3rd Street Blackout is in select theaters now, but it will hit the digital platforms July 5, and there's nothing better to experience after the euphoria of our nation's birthday celebration than a romantic comedy! Well, Independence Day and rom-coms aren't strictly related, but you might be hungover and only capable of sitting on your couch and watching movies. This one is extra fun. It's set in the blackout after Hurricane Sandy in New York. Half of Manhattan was plunged into darkness for five days and strangely, it made everyone more delightful. The film features some romantic shenanigans with the very dreamy Ed Weeks--who most people know from The Mindy Project--and it has some absolutely hilarious turns by Janeane Garofalo, John Hodgman and Rachel Feinstein. And like most romantic comedies, it stars an Iranian-American Muslim female! (That's me.)

The movie generally follows that rule I mentioned above about meeting people. The blackout forced neighbors to meet neighbors. It made communities come together and help each other. In the modern digital context, blackouts are more inconvenient than ever, but they also remind us of an analogue world of social engagement that we've all but forgotten.

What's next?

I will be launching a political comedy podcast with the Earwolf network on July 8 called Fake the Nation. It's basically comedians talking about the news and giving the American political system a weekly crotch punch. I'm also developing a show with a studio, so you might hear more about that, too. I've got another movie in me and another book--but I also want to take more naps and take up knitting. It's very glamorous up in the Farsad world. --Annie Atherton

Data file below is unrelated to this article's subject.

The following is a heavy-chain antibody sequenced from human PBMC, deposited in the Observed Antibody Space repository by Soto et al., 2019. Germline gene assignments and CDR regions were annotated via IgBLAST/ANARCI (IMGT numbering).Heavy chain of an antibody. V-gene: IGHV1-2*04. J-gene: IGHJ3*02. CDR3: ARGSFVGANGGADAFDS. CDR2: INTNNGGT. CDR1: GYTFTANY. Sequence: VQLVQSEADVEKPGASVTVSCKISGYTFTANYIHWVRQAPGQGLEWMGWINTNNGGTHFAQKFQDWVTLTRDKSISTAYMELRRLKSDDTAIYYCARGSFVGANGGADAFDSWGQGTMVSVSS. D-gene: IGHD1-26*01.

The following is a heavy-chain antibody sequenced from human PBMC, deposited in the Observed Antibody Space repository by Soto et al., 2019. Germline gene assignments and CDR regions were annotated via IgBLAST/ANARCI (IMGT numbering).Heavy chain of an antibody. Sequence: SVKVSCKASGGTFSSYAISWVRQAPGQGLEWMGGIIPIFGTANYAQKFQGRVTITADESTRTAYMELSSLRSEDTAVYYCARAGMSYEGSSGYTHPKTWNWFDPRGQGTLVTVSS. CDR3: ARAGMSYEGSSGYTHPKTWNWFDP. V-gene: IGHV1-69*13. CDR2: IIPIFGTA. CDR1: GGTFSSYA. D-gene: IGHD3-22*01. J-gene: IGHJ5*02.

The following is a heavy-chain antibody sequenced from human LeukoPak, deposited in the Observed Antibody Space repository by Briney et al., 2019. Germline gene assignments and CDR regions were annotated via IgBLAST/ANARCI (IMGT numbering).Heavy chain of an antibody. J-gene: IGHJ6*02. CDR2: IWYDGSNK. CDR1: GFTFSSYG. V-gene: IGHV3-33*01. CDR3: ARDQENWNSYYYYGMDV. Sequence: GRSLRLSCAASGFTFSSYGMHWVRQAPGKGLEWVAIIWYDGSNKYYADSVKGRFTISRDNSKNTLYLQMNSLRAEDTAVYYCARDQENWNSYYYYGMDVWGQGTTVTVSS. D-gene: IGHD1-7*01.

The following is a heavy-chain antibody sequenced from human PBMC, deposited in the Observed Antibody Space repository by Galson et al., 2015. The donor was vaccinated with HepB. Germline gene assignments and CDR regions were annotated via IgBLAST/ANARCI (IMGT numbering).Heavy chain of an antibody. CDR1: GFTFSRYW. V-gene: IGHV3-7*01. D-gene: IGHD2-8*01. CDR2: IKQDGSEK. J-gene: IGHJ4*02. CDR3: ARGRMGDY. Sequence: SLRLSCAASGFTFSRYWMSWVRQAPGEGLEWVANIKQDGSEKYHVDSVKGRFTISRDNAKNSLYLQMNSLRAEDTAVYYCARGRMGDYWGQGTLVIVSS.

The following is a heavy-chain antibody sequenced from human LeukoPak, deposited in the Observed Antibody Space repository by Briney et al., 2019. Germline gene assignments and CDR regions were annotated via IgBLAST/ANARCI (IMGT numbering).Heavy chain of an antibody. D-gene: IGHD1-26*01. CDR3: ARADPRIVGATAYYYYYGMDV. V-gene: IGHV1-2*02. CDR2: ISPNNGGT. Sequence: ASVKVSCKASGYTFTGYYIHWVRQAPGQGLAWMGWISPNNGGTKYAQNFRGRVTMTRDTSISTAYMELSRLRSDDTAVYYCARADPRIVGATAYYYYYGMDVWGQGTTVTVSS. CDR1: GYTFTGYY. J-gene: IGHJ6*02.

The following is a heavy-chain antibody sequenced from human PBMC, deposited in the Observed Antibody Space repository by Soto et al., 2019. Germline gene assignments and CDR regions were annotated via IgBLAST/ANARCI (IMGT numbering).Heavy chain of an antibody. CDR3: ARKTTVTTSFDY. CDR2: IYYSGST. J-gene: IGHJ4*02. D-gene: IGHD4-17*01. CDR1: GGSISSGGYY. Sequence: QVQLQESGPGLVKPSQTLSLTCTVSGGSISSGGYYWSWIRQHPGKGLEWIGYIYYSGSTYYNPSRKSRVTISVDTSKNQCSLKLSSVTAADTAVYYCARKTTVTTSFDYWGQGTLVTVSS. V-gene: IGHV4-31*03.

Atria Books: Beartown by Fredrik Backman


Book Review

Fiction

Untethered

by Julie Lawson Timmer


The unexpected death of her husband smashes Char Hawthorn's idyllic world into pieces, leaving her with myriad fragments, lacking the adhesive that once held them firmly together. Char and her stepdaughter, Allie, flounder as they try to find their way. Instead of handing Char a tube of super glue, however, Julie Lawson Timmer (Five Days Left) grinds the remnants of her protagonist's existence even further.

The prefix "step" meant nothing before Bradley's death. Char had taken on the role of mother completely, but now Allie's previously uninvolved biological mother wants custody and to move her daughter across the country. For her part, Allie is acting out, and Char struggles with her, too. Is Allie just a child mourning the loss of her father and needing space? Or is she crying out for a parent to enforce boundaries? What authority does Char have with Allie now? When the unlicensed 15-year-old steals her father's convertible and takes off with the 10-year-old girl she tutors, Char can no longer remain passive.

Untethered is a complex story about a nontraditional but often familiar family. It's about making choices in no-win situations. Readers may find themselves frustrated with Char's lack of action at times, but Timmer creates a legitimate, believable scenario for Char's paralysis. More importantly, Timmer handles the sensitive, emotionally charged nature of her plot with reverence and openness, avoiding harsh judgments. Untethered is a beautiful mosaic of love's many fragments, no matter how shattered. --Jen Forbus of Jen's Book Thoughts